The folks over at the Linda Sokol Francis Brookfield Library are planning to take the library to the people this summer via a new “book bike,” and before they take delivery they’re asking the public to give the bike a catchy name.
Through March 31, people can submit entries by visiting brookfieldlibrary.info/bookbike on the library’s website. The winner will be announced when the bike arrives in town, probably in May.
“It’s something that’s fun,” said Christy Eyre, assistant director and marketing manager for the library. “As we saw with the snowplow contest, there are lots of creative people out there.”
Eyre is referring to the contest last December to name the Brookfield Department of Public Works’ six snowplows. The contest generated more than 1,000 entries, which residents voted on in January. The top vote getter: Clearopathra.
Book bikes are a recent trend for public libraries, said Eyre, and emerged out of the COVID-19 pandemic. As libraries closed their doors to the public for long stretches, book bikes brought library services to people in outdoor settings.
Library officials are putting the finishing touches on their order, which will be submitted to Portland, Oregon-based Icicle Tricycles, which started out about a century ago making carts for frozen treat vendors.
Now the company make trikes for a range of uses, from selling ice cream and coffee to carting library materials around town. Each library bike is mounted with a reinforced frame cargo box, which opens to reveal shelves to hold books and devices, a chalkboard with a brochure holder and display rack and a flip-open shelf suitable for laptop use.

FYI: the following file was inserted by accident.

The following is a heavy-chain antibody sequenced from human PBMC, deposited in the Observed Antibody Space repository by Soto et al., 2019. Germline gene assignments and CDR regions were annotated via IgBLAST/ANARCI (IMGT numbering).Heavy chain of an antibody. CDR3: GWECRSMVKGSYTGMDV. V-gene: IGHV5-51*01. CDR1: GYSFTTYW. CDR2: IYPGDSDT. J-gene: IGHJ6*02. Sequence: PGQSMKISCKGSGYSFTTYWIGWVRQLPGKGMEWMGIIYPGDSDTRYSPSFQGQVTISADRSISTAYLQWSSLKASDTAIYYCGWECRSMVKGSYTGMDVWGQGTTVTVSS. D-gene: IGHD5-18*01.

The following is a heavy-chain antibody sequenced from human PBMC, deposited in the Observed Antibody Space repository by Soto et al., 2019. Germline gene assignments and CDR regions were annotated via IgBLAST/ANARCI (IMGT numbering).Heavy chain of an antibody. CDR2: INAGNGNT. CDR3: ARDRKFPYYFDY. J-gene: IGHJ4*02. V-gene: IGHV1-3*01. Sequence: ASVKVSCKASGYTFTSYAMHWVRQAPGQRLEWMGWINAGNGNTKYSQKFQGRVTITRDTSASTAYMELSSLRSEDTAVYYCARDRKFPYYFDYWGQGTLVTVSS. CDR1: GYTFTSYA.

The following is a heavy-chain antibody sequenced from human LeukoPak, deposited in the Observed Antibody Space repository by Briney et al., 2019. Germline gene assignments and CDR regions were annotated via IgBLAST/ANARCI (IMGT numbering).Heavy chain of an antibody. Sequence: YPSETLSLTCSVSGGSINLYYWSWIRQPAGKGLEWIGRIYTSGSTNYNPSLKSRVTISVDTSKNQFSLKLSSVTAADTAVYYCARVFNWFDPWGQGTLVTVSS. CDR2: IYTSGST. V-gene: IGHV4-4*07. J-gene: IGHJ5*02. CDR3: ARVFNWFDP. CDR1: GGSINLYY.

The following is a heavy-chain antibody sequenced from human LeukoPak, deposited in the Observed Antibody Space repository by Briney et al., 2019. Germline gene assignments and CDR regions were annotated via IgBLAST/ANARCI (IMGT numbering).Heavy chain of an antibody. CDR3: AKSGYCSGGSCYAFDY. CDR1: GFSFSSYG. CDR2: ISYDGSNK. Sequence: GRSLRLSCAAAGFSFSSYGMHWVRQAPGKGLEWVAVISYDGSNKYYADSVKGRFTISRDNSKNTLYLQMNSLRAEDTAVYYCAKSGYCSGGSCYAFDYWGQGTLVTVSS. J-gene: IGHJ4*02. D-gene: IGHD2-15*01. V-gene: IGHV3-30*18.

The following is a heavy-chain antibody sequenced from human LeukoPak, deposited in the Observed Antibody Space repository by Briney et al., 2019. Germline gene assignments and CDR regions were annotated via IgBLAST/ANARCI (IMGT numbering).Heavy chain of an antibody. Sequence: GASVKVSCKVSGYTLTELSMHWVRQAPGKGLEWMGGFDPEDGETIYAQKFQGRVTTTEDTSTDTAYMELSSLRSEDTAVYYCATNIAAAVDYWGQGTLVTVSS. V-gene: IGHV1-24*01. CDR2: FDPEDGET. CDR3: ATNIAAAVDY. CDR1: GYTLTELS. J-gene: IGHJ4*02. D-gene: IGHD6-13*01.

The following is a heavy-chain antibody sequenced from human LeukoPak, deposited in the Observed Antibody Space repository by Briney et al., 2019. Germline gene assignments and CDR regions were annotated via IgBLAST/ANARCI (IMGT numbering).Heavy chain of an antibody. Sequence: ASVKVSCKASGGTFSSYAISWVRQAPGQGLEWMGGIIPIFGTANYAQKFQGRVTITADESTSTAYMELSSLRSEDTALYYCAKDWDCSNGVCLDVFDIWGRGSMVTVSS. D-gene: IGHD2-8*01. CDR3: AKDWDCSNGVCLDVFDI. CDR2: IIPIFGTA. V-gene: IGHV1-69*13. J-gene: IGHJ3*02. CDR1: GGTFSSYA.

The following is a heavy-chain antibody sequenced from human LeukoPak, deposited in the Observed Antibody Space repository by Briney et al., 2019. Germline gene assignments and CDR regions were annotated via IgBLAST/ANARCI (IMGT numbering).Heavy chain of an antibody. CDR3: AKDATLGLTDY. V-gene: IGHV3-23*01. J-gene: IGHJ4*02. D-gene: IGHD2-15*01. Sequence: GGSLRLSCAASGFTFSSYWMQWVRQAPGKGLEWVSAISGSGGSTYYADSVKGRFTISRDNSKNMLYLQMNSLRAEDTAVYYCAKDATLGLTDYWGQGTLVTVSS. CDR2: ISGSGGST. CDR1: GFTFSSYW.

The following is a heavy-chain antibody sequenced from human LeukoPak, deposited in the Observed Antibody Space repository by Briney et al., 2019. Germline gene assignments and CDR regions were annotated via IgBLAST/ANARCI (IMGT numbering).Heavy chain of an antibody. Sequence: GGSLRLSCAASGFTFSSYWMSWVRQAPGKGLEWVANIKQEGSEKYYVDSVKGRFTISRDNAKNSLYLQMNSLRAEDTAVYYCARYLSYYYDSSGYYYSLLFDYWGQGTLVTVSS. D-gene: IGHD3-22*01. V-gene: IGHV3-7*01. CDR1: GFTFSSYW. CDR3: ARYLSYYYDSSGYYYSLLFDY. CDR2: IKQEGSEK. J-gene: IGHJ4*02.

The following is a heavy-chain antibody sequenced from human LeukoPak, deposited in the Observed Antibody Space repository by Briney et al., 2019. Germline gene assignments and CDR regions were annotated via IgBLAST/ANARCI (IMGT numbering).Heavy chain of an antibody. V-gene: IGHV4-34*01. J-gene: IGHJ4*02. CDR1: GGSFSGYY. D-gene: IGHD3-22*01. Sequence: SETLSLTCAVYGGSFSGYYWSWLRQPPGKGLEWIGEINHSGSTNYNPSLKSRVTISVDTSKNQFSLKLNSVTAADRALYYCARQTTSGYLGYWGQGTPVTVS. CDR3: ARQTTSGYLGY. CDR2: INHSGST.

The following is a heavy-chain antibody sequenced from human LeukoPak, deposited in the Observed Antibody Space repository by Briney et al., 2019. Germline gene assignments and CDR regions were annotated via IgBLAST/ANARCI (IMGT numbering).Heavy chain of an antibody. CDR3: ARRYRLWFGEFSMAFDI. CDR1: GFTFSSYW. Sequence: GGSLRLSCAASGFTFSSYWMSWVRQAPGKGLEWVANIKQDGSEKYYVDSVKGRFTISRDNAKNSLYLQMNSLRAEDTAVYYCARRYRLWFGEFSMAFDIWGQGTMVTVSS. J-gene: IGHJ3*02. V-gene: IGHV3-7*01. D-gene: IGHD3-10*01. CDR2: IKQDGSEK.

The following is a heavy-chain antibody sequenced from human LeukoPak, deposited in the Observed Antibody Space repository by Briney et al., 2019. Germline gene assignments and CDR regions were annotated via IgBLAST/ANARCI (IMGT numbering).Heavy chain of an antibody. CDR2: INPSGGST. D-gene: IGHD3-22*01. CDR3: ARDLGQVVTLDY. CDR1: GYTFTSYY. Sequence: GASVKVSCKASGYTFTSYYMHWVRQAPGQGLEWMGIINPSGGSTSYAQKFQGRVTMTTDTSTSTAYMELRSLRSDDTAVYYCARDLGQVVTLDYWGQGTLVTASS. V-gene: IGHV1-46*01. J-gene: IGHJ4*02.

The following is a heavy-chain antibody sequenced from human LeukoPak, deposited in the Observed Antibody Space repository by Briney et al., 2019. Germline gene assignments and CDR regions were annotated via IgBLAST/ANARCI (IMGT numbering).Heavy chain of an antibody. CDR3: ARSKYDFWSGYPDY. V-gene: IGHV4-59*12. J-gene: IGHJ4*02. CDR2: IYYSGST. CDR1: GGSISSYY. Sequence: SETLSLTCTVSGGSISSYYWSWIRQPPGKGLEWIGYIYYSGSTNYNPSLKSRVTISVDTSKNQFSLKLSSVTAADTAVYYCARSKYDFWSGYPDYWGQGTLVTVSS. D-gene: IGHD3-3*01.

The company also custom paints the boxes as requested by its customers. Eyre said library officials are still working on the final graphic design of the box. When it’s all said and done, the bike will end up costing in the neighborhood of $5,000, Eyre said.
The library plans to use the book bike as an outreach tool at community events, like the Brookfield Farmers Market. It can also be driven to various parts of the village, especially ones farther away from the library itself.
“One of the challenges for people in Brookfield is that south of Ogden, the library’s not as easily available to them,” Eyre said.
The book bike could set up shop in a place like Ehlert Park for example, and in addition to offering books to check out, patrons could check out internet hotspots or laptops and even sign up for library cards.
“We can do all the same things we can do in the library,” Eyre said.